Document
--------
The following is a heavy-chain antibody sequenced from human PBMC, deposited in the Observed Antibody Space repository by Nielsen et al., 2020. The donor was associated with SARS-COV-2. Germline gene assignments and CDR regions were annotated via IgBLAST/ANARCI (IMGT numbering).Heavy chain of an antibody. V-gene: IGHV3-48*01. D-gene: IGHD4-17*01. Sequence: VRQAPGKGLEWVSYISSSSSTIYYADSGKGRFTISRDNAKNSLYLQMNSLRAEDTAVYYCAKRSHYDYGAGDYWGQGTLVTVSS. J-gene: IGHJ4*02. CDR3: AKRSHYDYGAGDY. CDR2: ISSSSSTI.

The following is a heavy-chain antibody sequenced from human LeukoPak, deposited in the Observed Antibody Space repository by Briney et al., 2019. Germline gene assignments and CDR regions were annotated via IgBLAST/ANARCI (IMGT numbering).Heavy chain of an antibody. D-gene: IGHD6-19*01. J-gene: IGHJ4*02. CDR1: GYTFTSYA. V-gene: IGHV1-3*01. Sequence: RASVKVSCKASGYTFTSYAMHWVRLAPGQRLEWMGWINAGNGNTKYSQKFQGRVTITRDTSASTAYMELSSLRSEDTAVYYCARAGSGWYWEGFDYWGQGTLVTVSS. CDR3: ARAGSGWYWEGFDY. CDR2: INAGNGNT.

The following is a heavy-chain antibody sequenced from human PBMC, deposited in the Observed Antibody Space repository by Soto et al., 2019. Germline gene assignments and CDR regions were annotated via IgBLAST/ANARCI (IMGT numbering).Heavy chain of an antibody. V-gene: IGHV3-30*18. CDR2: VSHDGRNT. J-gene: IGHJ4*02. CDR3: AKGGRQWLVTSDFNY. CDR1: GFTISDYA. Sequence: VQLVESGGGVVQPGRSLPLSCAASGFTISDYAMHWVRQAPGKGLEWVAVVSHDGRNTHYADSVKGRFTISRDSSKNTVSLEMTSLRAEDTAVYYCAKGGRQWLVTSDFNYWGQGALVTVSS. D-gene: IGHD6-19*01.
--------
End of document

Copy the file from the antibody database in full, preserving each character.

The following is a heavy-chain antibody sequenced from human PBMC, deposited in the Observed Antibody Space repository by Nielsen et al., 2020. The donor was associated with SARS-COV-2. Germline gene assignments and CDR regions were annotated via IgBLAST/ANARCI (IMGT numbering).Heavy chain of an antibody. V-gene: IGHV3-48*01. D-gene: IGHD4-17*01. Sequence: VRQAPGKGLEWVSYISSSSSTIYYADSGKGRFTISRDNAKNSLYLQMNSLRAEDTAVYYCAKRSHYDYGAGDYWGQGTLVTVSS. J-gene: IGHJ4*02. CDR3: AKRSHYDYGAGDY. CDR2: ISSSSSTI.

The following is a heavy-chain antibody sequenced from human LeukoPak, deposited in the Observed Antibody Space repository by Briney et al., 2019. Germline gene assignments and CDR regions were annotated via IgBLAST/ANARCI (IMGT numbering).Heavy chain of an antibody. D-gene: IGHD6-19*01. J-gene: IGHJ4*02. CDR1: GYTFTSYA. V-gene: IGHV1-3*01. Sequence: RASVKVSCKASGYTFTSYAMHWVRLAPGQRLEWMGWINAGNGNTKYSQKFQGRVTITRDTSASTAYMELSSLRSEDTAVYYCARAGSGWYWEGFDYWGQGTLVTVSS. CDR3: ARAGSGWYWEGFDY. CDR2: INAGNGNT.

The following is a heavy-chain antibody sequenced from human PBMC, deposited in the Observed Antibody Space repository by Soto et al., 2019. Germline gene assignments and CDR regions were annotated via IgBLAST/ANARCI (IMGT numbering).Heavy chain of an antibody. V-gene: IGHV3-30*18. CDR2: VSHDGRNT. J-gene: IGHJ4*02. CDR3: AKGGRQWLVTSDFNY. CDR1: GFTISDYA. Sequence: VQLVESGGGVVQPGRSLPLSCAASGFTISDYAMHWVRQAPGKGLEWVAVVSHDGRNTHYADSVKGRFTISRDSSKNTVSLEMTSLRAEDTAVYYCAKGGRQWLVTSDFNYWGQGALVTVSS. D-gene: IGHD6-19*01.